For centuries, well-intentioned men raised on traditional gender stereotypes have asked (in earnest, in jest, and in dated Mel Gibson–Helen Hunt rom-coms): What do women want?
Hackneyed though it is, the question should be seriously considered from an economic perspective, according to Boston-based carpenter Elizabeth Skidmore, who has been a steadfast advocate for gender equality in the construction industry. She’s a business representative for the New England Regional Council of Carpenters (NERCC), cofounder of the Policy Group on Tradeswomen Issues (PGTI), and president of the Northeast Center for Tradeswomen’s Equity (NCTE). Skidmore says the answer is simple: Like men, women want steady employment in a job with good benefits, competitive pay, and personal satisfaction. “The construction trades can be life-changing for women on many levels,” she says.
Skidmore cofounded PGTI in 2008 to “crush the barriers to good jobs for women in the construction trades”—barriers that are highly entrenched in the industry. Lorien Barlow, producer and director of the documentary Hard Hatted Woman, hopes that her film will illuminate both the profound rewards and serious challenges for women in the field. “The trades are definitely not for everyone, but for many women, they are a perfect fit,” she says. “Women should have the same opportunities to learn and perform their jobs and to be evaluated without bias.”
Barlow cites an OSHA study showing that tradeswomen face the highest rates of sexual harassment in addition to unequal access to industry jobs. “People often ask me, ‘How are women an asset on the jobsite?’ But this question can sometimes lead to problematic generalizations about ‘womanly’ skill sets. Instead, we should be thinking more broadly about the dynamic range of skills needed to do these jobs well. And if you want the best talent out there, you’re not going to find it by systematically discriminating against half the population.”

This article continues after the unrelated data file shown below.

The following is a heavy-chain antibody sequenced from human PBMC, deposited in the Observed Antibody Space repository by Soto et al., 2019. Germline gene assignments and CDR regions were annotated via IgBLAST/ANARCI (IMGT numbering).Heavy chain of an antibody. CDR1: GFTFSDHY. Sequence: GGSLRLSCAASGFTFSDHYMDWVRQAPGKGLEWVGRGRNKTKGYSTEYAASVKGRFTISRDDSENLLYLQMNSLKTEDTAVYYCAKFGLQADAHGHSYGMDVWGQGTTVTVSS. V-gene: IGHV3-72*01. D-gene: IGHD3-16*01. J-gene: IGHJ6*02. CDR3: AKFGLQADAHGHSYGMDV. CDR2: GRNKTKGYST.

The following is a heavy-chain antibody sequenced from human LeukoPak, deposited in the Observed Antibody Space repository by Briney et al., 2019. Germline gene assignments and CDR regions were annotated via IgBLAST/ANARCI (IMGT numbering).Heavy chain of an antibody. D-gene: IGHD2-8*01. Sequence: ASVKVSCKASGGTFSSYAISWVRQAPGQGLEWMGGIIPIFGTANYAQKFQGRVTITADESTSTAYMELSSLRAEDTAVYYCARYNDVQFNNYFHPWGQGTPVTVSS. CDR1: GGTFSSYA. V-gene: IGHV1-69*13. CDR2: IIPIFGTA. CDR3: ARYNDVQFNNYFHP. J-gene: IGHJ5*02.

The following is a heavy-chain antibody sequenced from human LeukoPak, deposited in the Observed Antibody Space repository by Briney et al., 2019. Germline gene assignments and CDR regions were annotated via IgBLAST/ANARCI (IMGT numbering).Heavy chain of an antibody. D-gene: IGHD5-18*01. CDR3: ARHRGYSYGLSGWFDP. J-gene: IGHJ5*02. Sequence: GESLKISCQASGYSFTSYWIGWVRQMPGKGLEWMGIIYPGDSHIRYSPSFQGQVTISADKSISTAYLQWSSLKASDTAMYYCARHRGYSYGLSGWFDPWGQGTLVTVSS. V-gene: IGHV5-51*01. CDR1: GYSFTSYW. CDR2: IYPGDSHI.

Barlow’s film addresses the “unconscious assumptions about manual labor and the kind of people who do this work.” Seeing role models from diverse backgrounds could lead more women to explore an unconventional path.
Skidmore, for example, studied French at Tufts University, but the idea of a corporate job made her uneasy. Instead, she pursued a career as a union carpenter. “I liked the idea of physical work and being outside and doing something women weren’t supposed to do,” she says. “When I started my first job, I felt like I’d hit the jackpot. I was getting paid good money to learn how to build things and do this incredibly interesting and satisfying work. I couldn’t understand why there weren’t more women doing it.” Skidmore has dedicated herself to finding out, and 30 years later, she finally has an answer—and a strategy to turn the gendered tide.
Solving the Labor Shortage
Women in construction aren’t just a social initiative; they’re a strategic imperative. “There’s one group of people saying, ‘Oh my God, there’s a labor shortage,’” Skidmore says. “And there’s a group of women saying, ‘Oh my God, we only have access to low-wage, low-skill jobs.’ We need the two groups to start talking to each other. Because when you tell women it’s possible, they go after these jobs.”
That’s evident in the numbers. Nationally, women have gone from 2.5% of the construction workforce in 2012 to 3.4% in 2018. And in Massachusetts, Skidmore’s home state, the number of women in union apprenticeships has increased from 173 in 2012, representing 4.87% of all registered construction apprentices, to 625 in 2018, representing 8.37%.
As more women are recruited and hired, the next hurdle is retention. The answer, according to Barlow, is hiring more women. “The more women we can get into the field, the less isolated and vulnerable women will be,” she says. “The more women we have on the job, the more the jobsite culture will change. And this creates a positive feedback loop.”